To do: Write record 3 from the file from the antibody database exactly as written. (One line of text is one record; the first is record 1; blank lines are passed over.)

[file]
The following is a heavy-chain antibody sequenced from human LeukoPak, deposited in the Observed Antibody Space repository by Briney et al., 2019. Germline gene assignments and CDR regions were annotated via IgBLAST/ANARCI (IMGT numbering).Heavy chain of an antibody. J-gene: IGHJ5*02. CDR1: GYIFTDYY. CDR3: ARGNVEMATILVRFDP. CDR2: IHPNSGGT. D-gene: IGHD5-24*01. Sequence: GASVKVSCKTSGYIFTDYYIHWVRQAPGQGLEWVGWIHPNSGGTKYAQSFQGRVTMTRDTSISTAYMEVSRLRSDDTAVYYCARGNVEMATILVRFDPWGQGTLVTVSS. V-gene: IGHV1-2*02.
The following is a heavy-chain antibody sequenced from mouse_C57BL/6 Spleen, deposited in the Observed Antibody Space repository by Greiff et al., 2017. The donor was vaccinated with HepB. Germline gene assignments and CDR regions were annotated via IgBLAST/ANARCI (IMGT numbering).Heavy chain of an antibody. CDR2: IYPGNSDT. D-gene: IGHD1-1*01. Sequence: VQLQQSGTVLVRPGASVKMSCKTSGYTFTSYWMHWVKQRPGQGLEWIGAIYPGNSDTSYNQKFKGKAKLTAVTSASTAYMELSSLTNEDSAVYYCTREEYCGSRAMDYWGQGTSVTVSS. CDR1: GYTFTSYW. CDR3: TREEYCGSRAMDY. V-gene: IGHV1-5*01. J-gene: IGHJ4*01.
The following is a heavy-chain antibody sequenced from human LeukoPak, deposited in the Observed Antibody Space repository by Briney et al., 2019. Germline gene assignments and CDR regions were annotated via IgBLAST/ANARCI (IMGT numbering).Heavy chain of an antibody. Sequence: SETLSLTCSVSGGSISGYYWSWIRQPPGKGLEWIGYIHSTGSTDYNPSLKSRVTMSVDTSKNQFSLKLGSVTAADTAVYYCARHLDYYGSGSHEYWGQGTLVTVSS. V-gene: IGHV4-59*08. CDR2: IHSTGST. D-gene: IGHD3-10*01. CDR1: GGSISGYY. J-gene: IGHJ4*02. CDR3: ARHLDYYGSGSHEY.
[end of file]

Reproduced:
The following is a heavy-chain antibody sequenced from human LeukoPak, deposited in the Observed Antibody Space repository by Briney et al., 2019. Germline gene assignments and CDR regions were annotated via IgBLAST/ANARCI (IMGT numbering).Heavy chain of an antibody. Sequence: SETLSLTCSVSGGSISGYYWSWIRQPPGKGLEWIGYIHSTGSTDYNPSLKSRVTMSVDTSKNQFSLKLGSVTAADTAVYYCARHLDYYGSGSHEYWGQGTLVTVSS. V-gene: IGHV4-59*08. CDR2: IHSTGST. D-gene: IGHD3-10*01. CDR1: GGSISGYY. J-gene: IGHJ4*02. CDR3: ARHLDYYGSGSHEY.